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PSA and Fiat Chrysler unveil merger of equals

The merger would be achieved via the creation of a parent company in the Netherlands in which the shareholders of each current firm holding half.

This combination of file pictures created on 31 October 2019, shows a Chrysler logo seen at the 2016 Washington Auto Show on 27 January 2015 in Washington, DC and a picture of the logo of Italian automaker Fiat on 12 January 2017 in Saluzzo, near Turin. Picture: AFP

PARIS - Peugeot-maker PSA and Fiat Chrysler unveiled Thursday their plan for a 50-50 merger that aims to create the world's fourth-largest car manufacturer, but quickly came under pressure to preserve jobs.

With automakers needing to cut costs as the global car market slows and at the same time invest heavily in developing cleaner vehicles, the French and US-Italian firms said their tie-up would generate 3.7 billion euros in annual savings.

The boards of PSA and Fiat Chrysler (FCA) backed the plan on Wednesday that would result in a company with combined sales of nearly 170 billion euros ($190 billion) per year and 11 billion euros of operating profits, with negotiations continuing to resolve all the details.

The tie-up would leapfrog the carmakers into fourth largest in terms of sales behind Volkswagen, Renault-Nissan-Mitsubishi and Toyota, and would combine a host of well-known brands from Alfa Romeo, Jeep and Dodge to Citroen, Opel and Vauxhall.

'COMPELLING LOGIC', COST SHARING

The boards of both carmakers "both share the conviction that there is compelling logic for a bold and decisive move that would create an industry leader with the scale, capabilities and resources to capture successfully the opportunities and manage effectively the challenges of the new era in mobility," said the statement.

The merger would be achieved via the creation of a parent company in the Netherlands in which the shareholders of each current firm holding half.

The Dutch-based parent company would have balanced representation with FCA's John Elkann as chairman and PSA's Carlos Tavares as CEO and member of the board.

While investors cheered when the automakers first confirmed their talks on Wednesday, with Fiat Chrysler shares rising 9% in Milan and PSA shares adding 4%in Paris, the reception to Thursday's details was quite different.

PSA shares fell over 13% while those in Fiat Chrysler jumped 8% in Milan.

Daniel Larrouturou at asset management firm Dom Finance said the reaction of PSA shareholders was due to the fact that its market capitalisation is larger than that of Fiat Chrysler.

"With a 50-50 merger, Peugeot is technically buying Fiat and offering a bonus to its shareholders," he said. "The market is taking this into account and consequently adapting the share price."

VIGILANT ON JOBS

While the companies said a definitive deal could be reached in the coming weeks, a successful outcome is not guaranteed.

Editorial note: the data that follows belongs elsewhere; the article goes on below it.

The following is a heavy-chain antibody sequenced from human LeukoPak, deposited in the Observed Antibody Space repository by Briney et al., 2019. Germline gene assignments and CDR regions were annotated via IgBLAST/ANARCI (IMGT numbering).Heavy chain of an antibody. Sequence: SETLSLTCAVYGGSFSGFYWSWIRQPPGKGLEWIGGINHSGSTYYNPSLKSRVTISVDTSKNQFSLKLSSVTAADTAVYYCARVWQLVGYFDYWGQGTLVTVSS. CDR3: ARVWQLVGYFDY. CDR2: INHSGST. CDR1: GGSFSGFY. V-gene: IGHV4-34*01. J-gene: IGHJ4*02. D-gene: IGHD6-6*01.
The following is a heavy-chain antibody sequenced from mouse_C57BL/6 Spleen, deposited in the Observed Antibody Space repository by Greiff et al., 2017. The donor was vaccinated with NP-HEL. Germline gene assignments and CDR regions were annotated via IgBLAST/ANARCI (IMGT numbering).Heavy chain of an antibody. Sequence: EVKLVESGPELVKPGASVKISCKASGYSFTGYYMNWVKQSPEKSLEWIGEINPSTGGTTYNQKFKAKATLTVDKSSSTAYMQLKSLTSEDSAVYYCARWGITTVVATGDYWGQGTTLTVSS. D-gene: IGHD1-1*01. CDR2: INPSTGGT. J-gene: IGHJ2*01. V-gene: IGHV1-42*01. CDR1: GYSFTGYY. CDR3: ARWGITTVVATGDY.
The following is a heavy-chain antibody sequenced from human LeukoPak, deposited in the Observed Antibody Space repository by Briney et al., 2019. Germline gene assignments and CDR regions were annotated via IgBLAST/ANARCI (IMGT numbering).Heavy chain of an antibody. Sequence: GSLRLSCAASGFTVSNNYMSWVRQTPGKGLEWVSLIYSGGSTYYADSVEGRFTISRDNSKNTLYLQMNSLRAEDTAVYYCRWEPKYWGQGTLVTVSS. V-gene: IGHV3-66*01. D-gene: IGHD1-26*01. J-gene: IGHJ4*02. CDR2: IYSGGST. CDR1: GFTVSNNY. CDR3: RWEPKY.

Fiat Chrysler tried to merge with PSA's French rival Renault earlier this year, but the deal was scuppered in part by opposition from the French government, which owns stakes in both PSA and Renault.

For the moment, the French government has signalled its support for the merger, but Economy Minister Bruno Le Maire warned we "will remain particularly vigilant on the industrial footprint in France, where decision making will be located, and promises by the new group to create in Europe the infrastructure to build electric batteries" needed for the shift to new vehicles.

Italian PM Giuseppe Conte voiced similar concerns, saying "the important thing is guaranteeing employment and investment levels", accoring to the Italian news agency AGI.

The carmakers said the 3.7 billion in projected annual savings was calculated without any factory closures.

French unions said they had received assurances that there wouldn't be factory closures, and IG Metall, which represents workers at Opel's factories in Germany, noted PSA had guaranteed jobs there through July 2023 when it took over the firm.

Unite, which represents workers at PSA-owned Vauxhall factories in Britain, said "merger talks combined with Brexit uncertainty is deeply unsettling for Vauxhall’s UK workforce, which is one of the most efficient in Europe."

SIZE MATTERS

The merger plan comes as the auto manufacturing sector - which accounts for 5.7% of global GDP and 8% of goods trade - shrank by 1.7% last year by volume of vehicles produced, according to the IMF.

A tie-up into a bigger firm would offer both companies advantages.

"FCA could remain independent as could PSA but obviously they lack the scale of some of their competition which puts them at a disadvantage," said Ian Fletcher, an automotive analyst at market research firm IHS Markit.

Savings could come from sharing certain car parts and designs as well as research and development costs as carmakers strive to meet new emissions standards in Europe as well as work on electric and autonomous vehicles.

A merged company "would likely be able to hone the business outside of their key North American and European markets to leverage the best parts, as well as potentially create new opportunities," added Fletcher.